Together with sociologist and feminist Nina Kovoets, we sent out a little questionnaire to the general GEN Europe list to get some data about the situation of women in the ecovillages – at least in Europe. We received 18 replies – which is probably not very representative but gives a taste of what people in the movements feel about women’s empowerment and gender roles. Thank you to all who took the time to reply.
The majority of the communities and projects that answered have slightly more women than men, and nearly all of them feel that women are better off in communities than outside of communities: “The theme of being and living in a community on its own is a women-supporting thing. It supports women a lot.”
Many mention the way that children are taken care of in a communitarian way: “Children are seen as part of the community and its life”, says one, and another mentions the costs: “Food and other costs are paid per adult person, so families are financially supported by all.”
This seems to be reality in many groups: “The whole group takes care of several ‘mothering’ tasks, and the whole community supports the upbringing of the child also economically.”
We found a larger variety of answers on the question of whether the women are mainly working in traditional female jobs or not. In many cases women seem to choose traditional female jobs such as working in the kitchens, but it is not regarded as a ‘lower’ position.
This situation might speak for many ecovillages: “There are more women in the kitchen than men, but also some men. There are women working in the garden and in construction, but less than men. Women do more of the social work in the community.”
One writes that the women of her community are “weavers of relations, taking care of events and planning future activities. I don’t know if these tasks are traditionally female, but they fit us.”
Another says: “We encourage women (and men) to try things that they may not have done before because it falls outside the traditional roles.”
Some ecovillages are composed of traditional and intentional communities, which is also reflected in the gender roles, as this person says: “The older members of our Bulgarian community divide into traditional roles. The younger members, less so whenever possible.”
“In our project in Palestine we all work in the fields with our children, since the principle of large tribes is active, and the children are just part of the big we.”
In communities which unite people under one aim, the gender opposition seems to be less important, as this person says: “We work hand in hand more naturally because of joined vision.”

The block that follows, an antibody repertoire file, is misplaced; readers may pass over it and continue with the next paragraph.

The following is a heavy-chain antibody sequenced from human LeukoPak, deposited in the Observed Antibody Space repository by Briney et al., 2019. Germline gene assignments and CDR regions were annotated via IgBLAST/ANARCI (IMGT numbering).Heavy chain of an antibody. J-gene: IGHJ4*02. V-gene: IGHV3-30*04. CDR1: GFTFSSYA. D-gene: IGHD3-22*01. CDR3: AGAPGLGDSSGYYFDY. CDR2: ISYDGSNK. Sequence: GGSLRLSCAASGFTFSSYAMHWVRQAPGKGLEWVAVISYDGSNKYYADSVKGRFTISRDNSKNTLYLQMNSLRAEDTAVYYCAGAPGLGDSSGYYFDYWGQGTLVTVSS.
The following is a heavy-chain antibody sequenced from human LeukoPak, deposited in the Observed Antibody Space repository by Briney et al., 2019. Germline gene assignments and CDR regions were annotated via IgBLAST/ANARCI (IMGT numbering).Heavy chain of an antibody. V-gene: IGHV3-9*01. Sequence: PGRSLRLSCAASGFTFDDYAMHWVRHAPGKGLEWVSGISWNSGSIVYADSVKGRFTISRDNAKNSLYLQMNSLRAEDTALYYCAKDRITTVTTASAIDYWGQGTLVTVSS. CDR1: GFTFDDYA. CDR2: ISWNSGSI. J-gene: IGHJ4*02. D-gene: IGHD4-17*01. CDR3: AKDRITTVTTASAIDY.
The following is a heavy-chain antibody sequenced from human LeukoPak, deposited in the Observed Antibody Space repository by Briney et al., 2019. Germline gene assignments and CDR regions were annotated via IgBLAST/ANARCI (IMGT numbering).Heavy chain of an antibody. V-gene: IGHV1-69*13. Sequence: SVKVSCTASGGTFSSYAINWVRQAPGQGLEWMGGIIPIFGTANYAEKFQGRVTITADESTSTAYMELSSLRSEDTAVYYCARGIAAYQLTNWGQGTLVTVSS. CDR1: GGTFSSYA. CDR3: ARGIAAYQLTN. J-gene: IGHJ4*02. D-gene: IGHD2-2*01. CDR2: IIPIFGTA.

On the question about women in leadership positions, most communities say that it is not only half and half, but even more women are in leading positions: “It’s easier for women to get into leadership positions. I’d say 60-70% of leadership positions are done by women.”
“As leadership positions are also a kind of ´social work´, for the community, it is done more by women.”
Another person wrote: “Women in our community have the leadership but they are not aware of that.” And another: “Even in the traditional sectors where it looks like the men are in charge, it is the women who really make the decisions.”
Most communities seem to have talks about gender roles, women´s groups and men´s groups. “We women feel quite empowered by our role in the community. We do monthly women circles that help to promote this feeling.”
“Our opinions as our roles in the community are very respected but sometimes we, as women, miss enough self-confidence to fully play this role”, another woman answers.
Half of the answering communities are “doing something to increase the love and understanding between men and women”, for example: “Men and women groups, Forum, days for love and partnership, meetings for these issues… and many other methods.”
“We are giving the women the chance to remember the great knowledge that they carry anyhow, by feeling empowered and seen, mainly as they understand more and more the connection between political activism and been part of ecological resistance. Especially in Palestine, this issue is important.”
Not in all the tribes do people have time to work on more understanding: “The women in the traditional sector are too busy doing everything they have done for hundreds of years. Taking care of the animals, growing vegetables and preserving fruit and vegetables. Not to mention all the other things women do.”
Two final statements show that in spite of the similarities, communities have a diverse image of their capacity for women’s empowerment: “The tendency is to replicate the main-stream, sometimes without being aware.”
“I believe we are mirroring a growing paradigm where women’s roles are changing.”